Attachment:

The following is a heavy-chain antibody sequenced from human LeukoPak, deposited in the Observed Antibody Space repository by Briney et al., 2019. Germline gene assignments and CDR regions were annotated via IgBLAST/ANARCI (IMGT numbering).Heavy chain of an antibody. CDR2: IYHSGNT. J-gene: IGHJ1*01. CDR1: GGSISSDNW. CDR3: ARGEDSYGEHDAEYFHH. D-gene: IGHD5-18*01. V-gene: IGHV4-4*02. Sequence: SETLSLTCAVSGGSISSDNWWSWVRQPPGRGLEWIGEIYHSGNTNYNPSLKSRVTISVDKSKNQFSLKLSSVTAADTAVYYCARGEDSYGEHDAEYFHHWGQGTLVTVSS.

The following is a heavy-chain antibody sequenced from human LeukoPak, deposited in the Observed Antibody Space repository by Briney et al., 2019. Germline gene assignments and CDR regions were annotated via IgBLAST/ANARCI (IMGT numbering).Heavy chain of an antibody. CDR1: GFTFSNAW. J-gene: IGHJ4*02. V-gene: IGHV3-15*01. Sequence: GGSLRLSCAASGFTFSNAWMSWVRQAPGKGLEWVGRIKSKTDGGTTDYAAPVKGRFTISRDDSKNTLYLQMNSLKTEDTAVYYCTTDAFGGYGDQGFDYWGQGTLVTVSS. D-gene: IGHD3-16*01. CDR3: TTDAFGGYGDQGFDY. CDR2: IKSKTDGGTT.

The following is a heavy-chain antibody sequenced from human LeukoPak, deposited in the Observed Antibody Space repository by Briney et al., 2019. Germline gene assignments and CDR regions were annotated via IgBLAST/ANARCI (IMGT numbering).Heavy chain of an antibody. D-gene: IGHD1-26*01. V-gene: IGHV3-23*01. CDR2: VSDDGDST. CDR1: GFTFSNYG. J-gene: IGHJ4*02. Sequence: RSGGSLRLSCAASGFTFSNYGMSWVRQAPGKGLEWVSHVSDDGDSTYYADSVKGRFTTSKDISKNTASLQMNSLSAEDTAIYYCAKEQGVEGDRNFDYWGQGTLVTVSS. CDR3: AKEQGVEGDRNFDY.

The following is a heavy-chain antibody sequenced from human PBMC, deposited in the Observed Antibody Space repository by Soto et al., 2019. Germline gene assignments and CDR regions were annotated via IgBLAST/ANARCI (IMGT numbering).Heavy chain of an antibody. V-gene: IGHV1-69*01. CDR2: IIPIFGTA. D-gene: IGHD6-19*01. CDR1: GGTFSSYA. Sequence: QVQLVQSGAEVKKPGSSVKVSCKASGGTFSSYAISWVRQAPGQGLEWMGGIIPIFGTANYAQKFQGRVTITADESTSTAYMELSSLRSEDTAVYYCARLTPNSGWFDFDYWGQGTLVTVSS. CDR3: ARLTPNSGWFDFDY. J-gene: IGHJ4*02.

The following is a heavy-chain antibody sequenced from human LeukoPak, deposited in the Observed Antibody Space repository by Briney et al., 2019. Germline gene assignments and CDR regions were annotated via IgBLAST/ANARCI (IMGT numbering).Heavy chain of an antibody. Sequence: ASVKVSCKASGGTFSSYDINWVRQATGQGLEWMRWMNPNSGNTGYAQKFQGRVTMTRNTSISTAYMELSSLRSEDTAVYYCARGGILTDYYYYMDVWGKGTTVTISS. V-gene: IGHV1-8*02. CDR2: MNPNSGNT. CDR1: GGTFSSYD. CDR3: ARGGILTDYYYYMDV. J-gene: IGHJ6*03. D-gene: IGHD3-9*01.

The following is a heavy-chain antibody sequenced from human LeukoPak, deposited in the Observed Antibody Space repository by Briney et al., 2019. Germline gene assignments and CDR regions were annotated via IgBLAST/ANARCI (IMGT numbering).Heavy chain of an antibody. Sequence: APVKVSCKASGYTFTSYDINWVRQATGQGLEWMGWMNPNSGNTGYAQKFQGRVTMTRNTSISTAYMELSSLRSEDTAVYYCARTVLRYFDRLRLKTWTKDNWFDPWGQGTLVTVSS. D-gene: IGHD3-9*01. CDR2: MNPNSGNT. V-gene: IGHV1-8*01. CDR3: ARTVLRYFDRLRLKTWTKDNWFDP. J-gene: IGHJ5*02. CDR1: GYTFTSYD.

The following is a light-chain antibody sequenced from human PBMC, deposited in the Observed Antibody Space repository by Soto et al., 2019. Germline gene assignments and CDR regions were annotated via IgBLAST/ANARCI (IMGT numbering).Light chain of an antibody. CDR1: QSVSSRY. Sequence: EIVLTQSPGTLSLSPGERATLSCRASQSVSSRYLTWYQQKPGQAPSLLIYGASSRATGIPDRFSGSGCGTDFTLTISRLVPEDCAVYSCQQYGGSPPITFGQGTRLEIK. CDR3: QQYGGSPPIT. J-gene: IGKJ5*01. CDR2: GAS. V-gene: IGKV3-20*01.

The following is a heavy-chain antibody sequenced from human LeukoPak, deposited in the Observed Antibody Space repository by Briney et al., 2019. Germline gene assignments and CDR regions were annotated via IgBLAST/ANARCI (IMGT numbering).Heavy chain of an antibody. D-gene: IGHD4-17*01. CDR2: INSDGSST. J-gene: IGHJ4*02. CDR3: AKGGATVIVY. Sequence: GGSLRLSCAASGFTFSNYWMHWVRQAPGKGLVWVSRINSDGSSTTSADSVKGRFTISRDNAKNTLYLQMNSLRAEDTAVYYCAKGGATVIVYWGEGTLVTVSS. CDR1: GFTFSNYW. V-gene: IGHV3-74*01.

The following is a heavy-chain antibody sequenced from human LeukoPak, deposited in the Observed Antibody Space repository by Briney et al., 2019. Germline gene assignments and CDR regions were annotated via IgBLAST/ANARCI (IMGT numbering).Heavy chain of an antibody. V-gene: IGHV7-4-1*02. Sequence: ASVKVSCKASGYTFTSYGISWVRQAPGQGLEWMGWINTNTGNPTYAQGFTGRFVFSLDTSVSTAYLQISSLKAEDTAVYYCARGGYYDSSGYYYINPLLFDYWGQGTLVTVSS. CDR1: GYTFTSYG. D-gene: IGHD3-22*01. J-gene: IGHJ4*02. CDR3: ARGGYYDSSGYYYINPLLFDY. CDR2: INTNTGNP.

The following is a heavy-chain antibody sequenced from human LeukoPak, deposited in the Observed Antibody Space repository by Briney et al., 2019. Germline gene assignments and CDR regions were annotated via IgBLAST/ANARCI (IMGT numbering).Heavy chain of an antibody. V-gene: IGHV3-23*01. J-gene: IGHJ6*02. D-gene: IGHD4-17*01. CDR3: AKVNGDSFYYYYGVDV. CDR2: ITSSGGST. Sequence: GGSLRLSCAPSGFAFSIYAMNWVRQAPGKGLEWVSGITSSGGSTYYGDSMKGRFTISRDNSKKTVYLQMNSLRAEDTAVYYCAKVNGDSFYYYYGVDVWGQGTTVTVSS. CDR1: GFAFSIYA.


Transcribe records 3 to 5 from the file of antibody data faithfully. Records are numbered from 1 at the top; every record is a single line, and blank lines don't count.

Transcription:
The following is a heavy-chain antibody sequenced from human LeukoPak, deposited in the Observed Antibody Space repository by Briney et al., 2019. Germline gene assignments and CDR regions were annotated via IgBLAST/ANARCI (IMGT numbering).Heavy chain of an antibody. D-gene: IGHD1-26*01. V-gene: IGHV3-23*01. CDR2: VSDDGDST. CDR1: GFTFSNYG. J-gene: IGHJ4*02. Sequence: RSGGSLRLSCAASGFTFSNYGMSWVRQAPGKGLEWVSHVSDDGDSTYYADSVKGRFTTSKDISKNTASLQMNSLSAEDTAIYYCAKEQGVEGDRNFDYWGQGTLVTVSS. CDR3: AKEQGVEGDRNFDY.

The following is a heavy-chain antibody sequenced from human PBMC, deposited in the Observed Antibody Space repository by Soto et al., 2019. Germline gene assignments and CDR regions were annotated via IgBLAST/ANARCI (IMGT numbering).Heavy chain of an antibody. V-gene: IGHV1-69*01. CDR2: IIPIFGTA. D-gene: IGHD6-19*01. CDR1: GGTFSSYA. Sequence: QVQLVQSGAEVKKPGSSVKVSCKASGGTFSSYAISWVRQAPGQGLEWMGGIIPIFGTANYAQKFQGRVTITADESTSTAYMELSSLRSEDTAVYYCARLTPNSGWFDFDYWGQGTLVTVSS. CDR3: ARLTPNSGWFDFDY. J-gene: IGHJ4*02.

The following is a heavy-chain antibody sequenced from human LeukoPak, deposited in the Observed Antibody Space repository by Briney et al., 2019. Germline gene assignments and CDR regions were annotated via IgBLAST/ANARCI (IMGT numbering).Heavy chain of an antibody. Sequence: ASVKVSCKASGGTFSSYDINWVRQATGQGLEWMRWMNPNSGNTGYAQKFQGRVTMTRNTSISTAYMELSSLRSEDTAVYYCARGGILTDYYYYMDVWGKGTTVTISS. V-gene: IGHV1-8*02. CDR2: MNPNSGNT. CDR1: GGTFSSYD. CDR3: ARGGILTDYYYYMDV. J-gene: IGHJ6*03. D-gene: IGHD3-9*01.